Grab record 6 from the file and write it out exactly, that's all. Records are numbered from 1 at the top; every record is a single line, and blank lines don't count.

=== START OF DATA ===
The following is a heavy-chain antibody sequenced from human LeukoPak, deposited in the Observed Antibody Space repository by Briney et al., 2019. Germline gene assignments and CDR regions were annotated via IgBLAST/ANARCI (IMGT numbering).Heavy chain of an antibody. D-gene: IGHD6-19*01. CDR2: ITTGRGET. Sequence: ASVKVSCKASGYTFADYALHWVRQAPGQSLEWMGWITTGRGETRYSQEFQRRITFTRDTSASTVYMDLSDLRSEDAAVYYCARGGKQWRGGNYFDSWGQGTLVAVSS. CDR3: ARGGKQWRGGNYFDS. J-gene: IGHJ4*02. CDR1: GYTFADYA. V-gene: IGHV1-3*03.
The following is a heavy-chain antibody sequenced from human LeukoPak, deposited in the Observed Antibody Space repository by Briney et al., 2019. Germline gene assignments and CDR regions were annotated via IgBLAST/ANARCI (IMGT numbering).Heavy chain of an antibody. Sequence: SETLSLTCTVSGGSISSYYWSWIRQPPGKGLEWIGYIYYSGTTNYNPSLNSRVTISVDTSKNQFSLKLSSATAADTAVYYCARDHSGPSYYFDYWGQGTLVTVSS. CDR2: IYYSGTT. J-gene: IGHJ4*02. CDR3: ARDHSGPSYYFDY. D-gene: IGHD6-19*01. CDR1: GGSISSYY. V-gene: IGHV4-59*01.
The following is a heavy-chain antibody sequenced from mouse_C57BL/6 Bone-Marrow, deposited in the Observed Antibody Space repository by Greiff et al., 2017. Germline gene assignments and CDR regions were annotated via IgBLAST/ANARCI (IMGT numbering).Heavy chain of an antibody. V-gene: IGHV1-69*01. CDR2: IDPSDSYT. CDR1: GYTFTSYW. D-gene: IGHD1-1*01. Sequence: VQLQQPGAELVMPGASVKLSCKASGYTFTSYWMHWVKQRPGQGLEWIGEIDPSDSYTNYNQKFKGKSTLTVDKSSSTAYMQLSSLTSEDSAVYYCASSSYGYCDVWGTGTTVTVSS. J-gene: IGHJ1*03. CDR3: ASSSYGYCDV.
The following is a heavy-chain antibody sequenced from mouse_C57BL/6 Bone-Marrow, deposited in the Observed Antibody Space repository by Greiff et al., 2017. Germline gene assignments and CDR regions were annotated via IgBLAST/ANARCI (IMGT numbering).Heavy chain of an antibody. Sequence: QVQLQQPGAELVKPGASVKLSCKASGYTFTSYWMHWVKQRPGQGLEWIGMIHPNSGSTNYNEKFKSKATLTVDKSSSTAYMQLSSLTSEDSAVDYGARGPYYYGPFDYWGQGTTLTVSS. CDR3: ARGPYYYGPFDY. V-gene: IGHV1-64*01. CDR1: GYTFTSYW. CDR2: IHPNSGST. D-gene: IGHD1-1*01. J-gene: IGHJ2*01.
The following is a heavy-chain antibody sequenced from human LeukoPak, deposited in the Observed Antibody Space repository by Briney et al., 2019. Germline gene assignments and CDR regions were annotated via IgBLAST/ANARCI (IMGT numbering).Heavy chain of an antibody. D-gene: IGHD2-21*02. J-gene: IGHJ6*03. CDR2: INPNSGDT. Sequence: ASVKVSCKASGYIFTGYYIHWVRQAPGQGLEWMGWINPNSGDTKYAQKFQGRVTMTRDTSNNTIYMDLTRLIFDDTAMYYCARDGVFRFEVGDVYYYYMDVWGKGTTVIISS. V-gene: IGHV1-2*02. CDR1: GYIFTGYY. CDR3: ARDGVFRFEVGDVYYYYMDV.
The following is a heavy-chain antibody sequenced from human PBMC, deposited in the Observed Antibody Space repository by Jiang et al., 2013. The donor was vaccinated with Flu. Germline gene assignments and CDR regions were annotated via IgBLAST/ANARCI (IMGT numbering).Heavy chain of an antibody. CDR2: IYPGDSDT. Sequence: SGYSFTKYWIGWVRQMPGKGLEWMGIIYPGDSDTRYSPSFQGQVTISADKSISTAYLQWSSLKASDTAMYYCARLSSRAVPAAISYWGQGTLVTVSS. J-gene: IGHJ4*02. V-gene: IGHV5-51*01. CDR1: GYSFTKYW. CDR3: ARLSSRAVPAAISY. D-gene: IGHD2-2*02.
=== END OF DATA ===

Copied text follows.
The following is a heavy-chain antibody sequenced from human PBMC, deposited in the Observed Antibody Space repository by Jiang et al., 2013. The donor was vaccinated with Flu. Germline gene assignments and CDR regions were annotated via IgBLAST/ANARCI (IMGT numbering).Heavy chain of an antibody. CDR2: IYPGDSDT. Sequence: SGYSFTKYWIGWVRQMPGKGLEWMGIIYPGDSDTRYSPSFQGQVTISADKSISTAYLQWSSLKASDTAMYYCARLSSRAVPAAISYWGQGTLVTVSS. J-gene: IGHJ4*02. V-gene: IGHV5-51*01. CDR1: GYSFTKYW. CDR3: ARLSSRAVPAAISY. D-gene: IGHD2-2*02.